How Maureen O'Hara called out Hollywood sexism - in 1945!
This clipping appeared in the Sunday May 27, 1945 edition of the Mirror. It was actually a truncated version of a column written a few days earlier by Erskine Johnson, who was the gossip columnist for the Hearst chain.
Here is the full story: (To see it in full size, click right to open the link in a new tab or window.)
Of course she was totally correct in her accusations, but as you may guess, Hollywood shenanigans were not foremost on people's minds then.
The war in the Pacific was raging. Okinawa was a tinderbox. 240,000 people died there in April through June, including 150,000 civilians. That civilian body count is as high or higher than commonly attributed to either the atomic bombing of Hiroshima or the firebombing of Tokyo, although it's not directly comparable to those catastrophes, having occurred over the course of a wide-raging 82-day battle rather than as the result of a single fierce strike.
Compared to Okinawa, Maureen O'Hara's concerns seemed kind of trivial at the time. If she had made the same objections after the war, when people were again obsessed with celebrities, the story might have turned into a cause célèbre for the decency groups, and the course of Hollywood might have been very different.
(Because people seemed to think that was just the way things were then, and maybe many people thought that's the way they were supposed to be.)
SIDEBAR #1: O'Hara herself was accused of sexual harassment! O'Hara wrote in her autobiography, "'Tis Herself," that in 1944 or 1945 "an actress named Kathryn" falsely accused her of making sexual advances in an elevator. O'Hara responded that the other actress was simply trying to gain attention at the start of her career.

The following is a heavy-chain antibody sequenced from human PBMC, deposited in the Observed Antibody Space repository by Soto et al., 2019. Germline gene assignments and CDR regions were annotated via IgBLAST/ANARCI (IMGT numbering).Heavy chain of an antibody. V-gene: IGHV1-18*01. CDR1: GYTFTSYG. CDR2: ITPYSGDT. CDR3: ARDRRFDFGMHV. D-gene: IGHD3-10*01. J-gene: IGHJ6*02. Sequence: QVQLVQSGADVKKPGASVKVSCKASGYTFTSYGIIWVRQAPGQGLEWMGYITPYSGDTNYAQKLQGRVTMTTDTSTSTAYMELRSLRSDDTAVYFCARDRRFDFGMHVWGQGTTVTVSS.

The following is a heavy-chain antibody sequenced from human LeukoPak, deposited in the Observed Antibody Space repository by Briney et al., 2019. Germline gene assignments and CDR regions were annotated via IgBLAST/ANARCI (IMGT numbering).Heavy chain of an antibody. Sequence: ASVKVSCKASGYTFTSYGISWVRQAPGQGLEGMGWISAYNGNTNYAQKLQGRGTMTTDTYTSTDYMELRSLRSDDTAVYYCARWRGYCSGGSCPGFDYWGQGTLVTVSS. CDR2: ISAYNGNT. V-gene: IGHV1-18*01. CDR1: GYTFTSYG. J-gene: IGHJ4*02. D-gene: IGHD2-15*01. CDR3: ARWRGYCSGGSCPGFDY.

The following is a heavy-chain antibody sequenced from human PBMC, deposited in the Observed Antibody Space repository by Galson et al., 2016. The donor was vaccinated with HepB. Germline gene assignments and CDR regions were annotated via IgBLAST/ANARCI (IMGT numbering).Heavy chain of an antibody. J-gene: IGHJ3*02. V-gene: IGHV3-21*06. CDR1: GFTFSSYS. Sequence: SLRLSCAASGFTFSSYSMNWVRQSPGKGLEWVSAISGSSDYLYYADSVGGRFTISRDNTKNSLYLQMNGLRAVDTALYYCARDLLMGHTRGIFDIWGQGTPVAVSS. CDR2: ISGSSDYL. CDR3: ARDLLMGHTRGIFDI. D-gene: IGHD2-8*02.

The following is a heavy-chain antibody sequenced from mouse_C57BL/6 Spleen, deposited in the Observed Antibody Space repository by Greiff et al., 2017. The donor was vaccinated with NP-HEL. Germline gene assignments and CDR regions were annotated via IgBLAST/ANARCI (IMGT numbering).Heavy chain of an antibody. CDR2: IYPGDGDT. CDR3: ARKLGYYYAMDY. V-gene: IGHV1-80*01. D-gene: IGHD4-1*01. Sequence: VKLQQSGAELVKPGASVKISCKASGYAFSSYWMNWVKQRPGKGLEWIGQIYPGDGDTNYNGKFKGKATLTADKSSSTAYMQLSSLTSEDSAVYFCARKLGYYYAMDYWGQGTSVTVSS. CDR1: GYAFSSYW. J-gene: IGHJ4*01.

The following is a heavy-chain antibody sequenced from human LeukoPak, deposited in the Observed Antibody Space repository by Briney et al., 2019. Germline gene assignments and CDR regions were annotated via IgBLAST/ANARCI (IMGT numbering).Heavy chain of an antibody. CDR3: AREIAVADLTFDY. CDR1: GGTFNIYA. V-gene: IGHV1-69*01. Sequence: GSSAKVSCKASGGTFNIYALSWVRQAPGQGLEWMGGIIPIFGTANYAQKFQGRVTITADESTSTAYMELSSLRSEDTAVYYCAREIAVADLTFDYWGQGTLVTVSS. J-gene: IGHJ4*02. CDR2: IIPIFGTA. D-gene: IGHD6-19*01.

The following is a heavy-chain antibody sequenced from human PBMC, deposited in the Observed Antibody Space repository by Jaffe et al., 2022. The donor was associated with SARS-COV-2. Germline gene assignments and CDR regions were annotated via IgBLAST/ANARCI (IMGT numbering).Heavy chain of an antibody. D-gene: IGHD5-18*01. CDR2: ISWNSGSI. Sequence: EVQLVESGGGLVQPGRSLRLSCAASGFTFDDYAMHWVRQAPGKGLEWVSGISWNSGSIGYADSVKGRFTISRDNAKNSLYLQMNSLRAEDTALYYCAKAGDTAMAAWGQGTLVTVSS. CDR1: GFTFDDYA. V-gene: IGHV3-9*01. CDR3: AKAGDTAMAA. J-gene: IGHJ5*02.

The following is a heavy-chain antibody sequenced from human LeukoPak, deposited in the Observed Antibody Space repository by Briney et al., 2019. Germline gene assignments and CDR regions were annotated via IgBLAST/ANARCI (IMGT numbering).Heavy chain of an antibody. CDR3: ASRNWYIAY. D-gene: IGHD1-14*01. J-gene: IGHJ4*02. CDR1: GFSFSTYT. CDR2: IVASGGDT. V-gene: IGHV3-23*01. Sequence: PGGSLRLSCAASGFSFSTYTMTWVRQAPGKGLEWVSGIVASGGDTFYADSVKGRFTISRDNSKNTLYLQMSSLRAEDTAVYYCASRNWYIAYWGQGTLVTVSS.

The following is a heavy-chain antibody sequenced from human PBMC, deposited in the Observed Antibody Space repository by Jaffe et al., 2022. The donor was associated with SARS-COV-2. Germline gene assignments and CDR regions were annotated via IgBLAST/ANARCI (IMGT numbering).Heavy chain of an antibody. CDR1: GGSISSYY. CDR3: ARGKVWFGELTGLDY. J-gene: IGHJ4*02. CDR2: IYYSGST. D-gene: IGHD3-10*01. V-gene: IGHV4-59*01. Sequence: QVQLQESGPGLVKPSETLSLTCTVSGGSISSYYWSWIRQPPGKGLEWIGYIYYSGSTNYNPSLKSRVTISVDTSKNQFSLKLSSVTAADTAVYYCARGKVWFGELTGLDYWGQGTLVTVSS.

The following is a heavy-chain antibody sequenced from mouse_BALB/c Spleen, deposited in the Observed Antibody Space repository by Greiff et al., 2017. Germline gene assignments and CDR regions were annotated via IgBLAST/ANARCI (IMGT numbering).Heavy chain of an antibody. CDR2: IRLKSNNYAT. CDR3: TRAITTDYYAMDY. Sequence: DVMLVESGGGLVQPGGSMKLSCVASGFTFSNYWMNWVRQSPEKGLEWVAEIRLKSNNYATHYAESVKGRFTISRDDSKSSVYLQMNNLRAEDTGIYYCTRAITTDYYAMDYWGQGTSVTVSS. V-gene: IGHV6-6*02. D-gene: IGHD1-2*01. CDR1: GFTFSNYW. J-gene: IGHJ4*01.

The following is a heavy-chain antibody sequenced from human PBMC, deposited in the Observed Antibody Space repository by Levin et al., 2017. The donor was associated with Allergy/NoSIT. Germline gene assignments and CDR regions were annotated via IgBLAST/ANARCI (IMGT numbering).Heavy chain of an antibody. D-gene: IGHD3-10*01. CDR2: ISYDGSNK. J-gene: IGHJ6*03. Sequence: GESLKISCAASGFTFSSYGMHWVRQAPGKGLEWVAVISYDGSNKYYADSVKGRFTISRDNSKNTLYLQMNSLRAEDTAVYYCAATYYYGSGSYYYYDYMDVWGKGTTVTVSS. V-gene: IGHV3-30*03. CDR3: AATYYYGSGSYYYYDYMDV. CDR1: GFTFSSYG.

SIDEBAR #2: Confidential magazine, a notorious scandal rag, printed a story that Maureen had had sex with a Latin male in row 35 of the balcony of Graumann's Chinese Theater, allegedly on November 9, 1953. In the famous Confidential trial, O'Hara was a witness, and denied the incident, although ...
"Several defense witnesses contradicted O'Hara, including one who testified that O'Hara all but had sexual intercourse in her lover's lap. A clerk who worked Grauman's candy counter contradicted O'Hara's testimony that she had been to the theater only twice, both times with her brother. The clerk testified that after a visit to the theater by O'Hara one night, she remembered the ushers all abuzz about what had happened in Row 35."
Whoa! That certainly does not sound like the love-life of a "cold potato," as she was allegedly called by those producers she refused to cuddle with.